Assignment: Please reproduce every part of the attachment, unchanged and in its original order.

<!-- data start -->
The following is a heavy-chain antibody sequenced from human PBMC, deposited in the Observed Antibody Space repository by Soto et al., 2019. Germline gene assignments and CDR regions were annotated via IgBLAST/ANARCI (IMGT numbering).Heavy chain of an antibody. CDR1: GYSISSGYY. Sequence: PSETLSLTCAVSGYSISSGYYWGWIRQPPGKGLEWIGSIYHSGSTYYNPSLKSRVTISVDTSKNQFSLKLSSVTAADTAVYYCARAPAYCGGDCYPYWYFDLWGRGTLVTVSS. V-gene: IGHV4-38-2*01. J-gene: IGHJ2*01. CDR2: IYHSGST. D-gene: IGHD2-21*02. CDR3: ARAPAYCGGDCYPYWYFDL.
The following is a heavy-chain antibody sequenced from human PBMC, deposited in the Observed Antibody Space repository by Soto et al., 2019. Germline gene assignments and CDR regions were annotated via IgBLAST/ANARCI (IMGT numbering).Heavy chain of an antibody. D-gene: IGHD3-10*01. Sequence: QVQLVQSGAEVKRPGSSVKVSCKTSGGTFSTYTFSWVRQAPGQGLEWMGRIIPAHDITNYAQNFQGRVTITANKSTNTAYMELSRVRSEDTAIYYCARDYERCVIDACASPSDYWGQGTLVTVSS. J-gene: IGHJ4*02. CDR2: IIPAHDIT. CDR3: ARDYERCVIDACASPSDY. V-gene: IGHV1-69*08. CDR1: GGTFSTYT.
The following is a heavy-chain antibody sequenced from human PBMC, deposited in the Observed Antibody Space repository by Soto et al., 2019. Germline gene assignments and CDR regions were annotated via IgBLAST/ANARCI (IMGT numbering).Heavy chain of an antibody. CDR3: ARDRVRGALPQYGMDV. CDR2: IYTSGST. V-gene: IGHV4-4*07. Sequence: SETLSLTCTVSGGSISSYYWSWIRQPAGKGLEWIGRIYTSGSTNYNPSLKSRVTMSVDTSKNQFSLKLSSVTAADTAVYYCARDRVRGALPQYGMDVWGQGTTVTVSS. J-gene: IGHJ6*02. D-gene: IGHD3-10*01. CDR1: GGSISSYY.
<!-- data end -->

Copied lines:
The following is a heavy-chain antibody sequenced from human PBMC, deposited in the Observed Antibody Space repository by Soto et al., 2019. Germline gene assignments and CDR regions were annotated via IgBLAST/ANARCI (IMGT numbering).Heavy chain of an antibody. CDR1: GYSISSGYY. Sequence: PSETLSLTCAVSGYSISSGYYWGWIRQPPGKGLEWIGSIYHSGSTYYNPSLKSRVTISVDTSKNQFSLKLSSVTAADTAVYYCARAPAYCGGDCYPYWYFDLWGRGTLVTVSS. V-gene: IGHV4-38-2*01. J-gene: IGHJ2*01. CDR2: IYHSGST. D-gene: IGHD2-21*02. CDR3: ARAPAYCGGDCYPYWYFDL.
The following is a heavy-chain antibody sequenced from human PBMC, deposited in the Observed Antibody Space repository by Soto et al., 2019. Germline gene assignments and CDR regions were annotated via IgBLAST/ANARCI (IMGT numbering).Heavy chain of an antibody. D-gene: IGHD3-10*01. Sequence: QVQLVQSGAEVKRPGSSVKVSCKTSGGTFSTYTFSWVRQAPGQGLEWMGRIIPAHDITNYAQNFQGRVTITANKSTNTAYMELSRVRSEDTAIYYCARDYERCVIDACASPSDYWGQGTLVTVSS. J-gene: IGHJ4*02. CDR2: IIPAHDIT. CDR3: ARDYERCVIDACASPSDY. V-gene: IGHV1-69*08. CDR1: GGTFSTYT.
The following is a heavy-chain antibody sequenced from human PBMC, deposited in the Observed Antibody Space repository by Soto et al., 2019. Germline gene assignments and CDR regions were annotated via IgBLAST/ANARCI (IMGT numbering).Heavy chain of an antibody. CDR3: ARDRVRGALPQYGMDV. CDR2: IYTSGST. V-gene: IGHV4-4*07. Sequence: SETLSLTCTVSGGSISSYYWSWIRQPAGKGLEWIGRIYTSGSTNYNPSLKSRVTMSVDTSKNQFSLKLSSVTAADTAVYYCARDRVRGALPQYGMDVWGQGTTVTVSS. J-gene: IGHJ6*02. D-gene: IGHD3-10*01. CDR1: GGSISSYY.